For the past few months, Oxford University scientists have been testing a full head of hair found in a lead coffin in Romsey Abbey (Hampshire) in 1839. The hair, shaped as if it is still sitting on a head, having a plait which is several inches long and with small pieces of scalp, has been kept in a display case in the church since then.

Over the years there have been speculations about who the hair might have belonged to. As there originally was an outer wooden coffin and an inner wooden coffin inside the lead one, archaeologists believed it was a person of some significant status, or a saint, like St. Ethelflaeda, the first abbess and the abbey’s patron saint.

Jamie Cameron, an archaeological scientist, had been fascinated with the hair as a seven-year-old, during a school trip to the abbey. Now, he was able to come back and test it. He cut off a small sample of the hair, which was then tested by a team of archaeologists at Oxford University’s “Relics Cluster”. The tests showed pine resin in the hair. The pine resin may have come from overseas, Cameron suggests.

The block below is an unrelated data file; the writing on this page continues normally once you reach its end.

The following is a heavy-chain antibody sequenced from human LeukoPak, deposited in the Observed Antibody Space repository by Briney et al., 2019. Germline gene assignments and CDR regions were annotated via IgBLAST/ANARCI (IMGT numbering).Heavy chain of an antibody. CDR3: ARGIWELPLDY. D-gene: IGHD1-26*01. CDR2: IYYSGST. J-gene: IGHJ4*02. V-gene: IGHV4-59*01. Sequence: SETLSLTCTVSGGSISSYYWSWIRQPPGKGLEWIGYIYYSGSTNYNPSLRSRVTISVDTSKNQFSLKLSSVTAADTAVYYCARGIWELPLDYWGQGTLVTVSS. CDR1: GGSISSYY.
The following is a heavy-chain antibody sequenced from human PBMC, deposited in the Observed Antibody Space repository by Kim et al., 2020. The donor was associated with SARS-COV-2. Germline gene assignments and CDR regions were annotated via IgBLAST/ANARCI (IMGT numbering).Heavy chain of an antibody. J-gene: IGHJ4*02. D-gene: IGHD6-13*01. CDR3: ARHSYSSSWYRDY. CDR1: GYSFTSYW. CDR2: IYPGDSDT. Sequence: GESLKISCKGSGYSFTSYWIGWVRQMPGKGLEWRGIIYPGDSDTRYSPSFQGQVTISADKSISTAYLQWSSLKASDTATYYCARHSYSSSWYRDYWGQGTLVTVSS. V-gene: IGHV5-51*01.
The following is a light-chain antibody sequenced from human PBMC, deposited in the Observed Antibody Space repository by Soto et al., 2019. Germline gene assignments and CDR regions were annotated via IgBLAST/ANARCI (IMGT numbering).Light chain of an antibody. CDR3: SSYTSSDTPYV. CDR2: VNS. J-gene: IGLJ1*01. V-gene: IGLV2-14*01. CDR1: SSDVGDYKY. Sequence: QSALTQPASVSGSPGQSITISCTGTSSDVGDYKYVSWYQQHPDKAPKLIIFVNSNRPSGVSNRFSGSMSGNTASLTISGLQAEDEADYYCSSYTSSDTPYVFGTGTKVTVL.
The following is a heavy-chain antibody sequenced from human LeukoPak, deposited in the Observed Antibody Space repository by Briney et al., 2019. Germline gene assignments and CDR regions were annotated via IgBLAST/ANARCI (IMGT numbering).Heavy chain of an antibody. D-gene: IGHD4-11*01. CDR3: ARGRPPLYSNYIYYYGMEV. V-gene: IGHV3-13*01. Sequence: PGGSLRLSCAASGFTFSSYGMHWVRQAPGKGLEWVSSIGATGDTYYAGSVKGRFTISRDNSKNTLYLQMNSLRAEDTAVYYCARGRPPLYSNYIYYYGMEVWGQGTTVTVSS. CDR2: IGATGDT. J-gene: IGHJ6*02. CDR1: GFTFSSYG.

Radio carbon dating showed that the person lived in the mid to late Saxon era. Based on the results of the tests, the person probably died between 965 and 1045. Archaeologists also managed to find out what this person might have eaten, as the tests showed signals indicative of marine protein.

“The fact that this person had a marine diet could be very specific to perhaps members of the monastic community”, says Frank Green, the abbey’s archaeological adviser. “And the context of the burial in what would have been the south transept of the previous building right against the abbesses’ doorway, strongly suggests it’s someone linked to the monastic community.”

Though archaeologists still aren’t able to say for sure whether the hair belonged to St Ethelflaeda, there is a story to tell the children on the school trips to Romsey Abbey.